regular-article-logo Friday, 23 February 2024

A bigger script

BJP fights every election with the same intensity of passion and commitment, assuming that every political investment will yield returns at some point, if not now, then a year later

Swapan Dasgupta Published 25.05.23, 05:41 AM
Packing a punch

Packing a punch

Since it is disproportionately dependent on exciting its readers and viewers, the media is naturally prone to hype. This is particularly true of elections, an event of utmost uncertainty for both the electorate, which perforce must take sides to participate, and the political class, which awaits the verdict with trepidation. Even the language used to describe electoral verdicts tend to be needlessly hyperbolic. Thus, a defeat is invariably described as a rout and political obituaries tend to get written with unseemly haste, only for the actors to return to life five years later.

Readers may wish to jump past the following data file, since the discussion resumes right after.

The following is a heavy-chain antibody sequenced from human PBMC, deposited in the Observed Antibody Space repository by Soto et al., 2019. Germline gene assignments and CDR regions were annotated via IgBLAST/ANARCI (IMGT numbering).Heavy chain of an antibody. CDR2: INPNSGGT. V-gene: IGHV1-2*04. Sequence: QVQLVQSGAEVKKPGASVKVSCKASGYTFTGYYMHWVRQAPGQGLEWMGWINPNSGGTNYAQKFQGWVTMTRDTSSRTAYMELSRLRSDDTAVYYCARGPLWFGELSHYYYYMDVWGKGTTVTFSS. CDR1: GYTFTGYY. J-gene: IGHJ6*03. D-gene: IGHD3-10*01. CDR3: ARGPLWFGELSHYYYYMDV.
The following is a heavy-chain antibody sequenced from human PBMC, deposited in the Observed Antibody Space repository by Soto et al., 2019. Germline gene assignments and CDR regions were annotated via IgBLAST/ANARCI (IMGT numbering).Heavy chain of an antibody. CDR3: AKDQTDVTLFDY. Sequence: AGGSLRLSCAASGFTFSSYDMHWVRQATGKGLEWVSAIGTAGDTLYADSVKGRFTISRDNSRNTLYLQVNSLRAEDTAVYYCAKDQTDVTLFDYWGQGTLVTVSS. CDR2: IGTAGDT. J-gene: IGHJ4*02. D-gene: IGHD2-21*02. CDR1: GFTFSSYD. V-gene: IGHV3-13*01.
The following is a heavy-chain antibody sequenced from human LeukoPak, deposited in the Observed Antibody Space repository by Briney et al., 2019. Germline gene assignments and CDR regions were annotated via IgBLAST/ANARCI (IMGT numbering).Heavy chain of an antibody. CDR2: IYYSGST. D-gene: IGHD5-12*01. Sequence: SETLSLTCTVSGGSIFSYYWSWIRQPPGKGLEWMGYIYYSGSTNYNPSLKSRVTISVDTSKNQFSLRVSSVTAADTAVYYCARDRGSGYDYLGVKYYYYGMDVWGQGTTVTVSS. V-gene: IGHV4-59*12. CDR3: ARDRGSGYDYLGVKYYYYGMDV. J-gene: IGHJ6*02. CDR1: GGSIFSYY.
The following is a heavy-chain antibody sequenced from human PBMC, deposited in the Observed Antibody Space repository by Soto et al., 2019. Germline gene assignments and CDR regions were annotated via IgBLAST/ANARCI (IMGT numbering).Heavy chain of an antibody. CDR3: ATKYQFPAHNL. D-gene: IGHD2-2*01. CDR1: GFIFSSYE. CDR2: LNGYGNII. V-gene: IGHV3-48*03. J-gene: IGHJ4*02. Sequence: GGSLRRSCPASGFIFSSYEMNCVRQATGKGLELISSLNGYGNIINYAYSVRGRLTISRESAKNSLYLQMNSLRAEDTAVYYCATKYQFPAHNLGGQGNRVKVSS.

The Karnataka assembly election resulted in an emphatic mandate for the Congress and, by implication, against the Bharatiya Janata Party. Regardless of the hype created by the BJP in the final phases of the campaign, and particularly after the very successful roadshows of the prime minister, the ruling party at the Centre was never optimistic about a favourable outcome. Yet, it is in the nature of the post-Modi BJP — notably the party that was bequeathed to his successors by the home minister, Amit Shah — that it fights every election with the same intensity of passion and commitment. The assumption is that every political investment will yield returns at some point, if not now, then a year later. Consequently, the defeat in Karnataka, while an understandable disappointment since it also involved losing its bridgehead into southern India, has been internalised as part of the vicissitudes of political life.